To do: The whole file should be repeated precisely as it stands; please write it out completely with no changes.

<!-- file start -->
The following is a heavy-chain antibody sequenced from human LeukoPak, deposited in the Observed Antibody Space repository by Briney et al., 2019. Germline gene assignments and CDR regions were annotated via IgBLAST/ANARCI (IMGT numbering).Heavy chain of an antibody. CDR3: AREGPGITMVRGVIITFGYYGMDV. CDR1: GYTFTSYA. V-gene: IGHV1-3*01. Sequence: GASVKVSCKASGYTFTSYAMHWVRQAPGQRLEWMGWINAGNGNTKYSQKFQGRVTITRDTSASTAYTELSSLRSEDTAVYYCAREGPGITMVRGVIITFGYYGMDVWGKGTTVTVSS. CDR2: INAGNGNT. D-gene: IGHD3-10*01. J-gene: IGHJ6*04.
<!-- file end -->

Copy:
The following is a heavy-chain antibody sequenced from human LeukoPak, deposited in the Observed Antibody Space repository by Briney et al., 2019. Germline gene assignments and CDR regions were annotated via IgBLAST/ANARCI (IMGT numbering).Heavy chain of an antibody. CDR3: AREGPGITMVRGVIITFGYYGMDV. CDR1: GYTFTSYA. V-gene: IGHV1-3*01. Sequence: GASVKVSCKASGYTFTSYAMHWVRQAPGQRLEWMGWINAGNGNTKYSQKFQGRVTITRDTSASTAYTELSSLRSEDTAVYYCAREGPGITMVRGVIITFGYYGMDVWGKGTTVTVSS. CDR2: INAGNGNT. D-gene: IGHD3-10*01. J-gene: IGHJ6*04.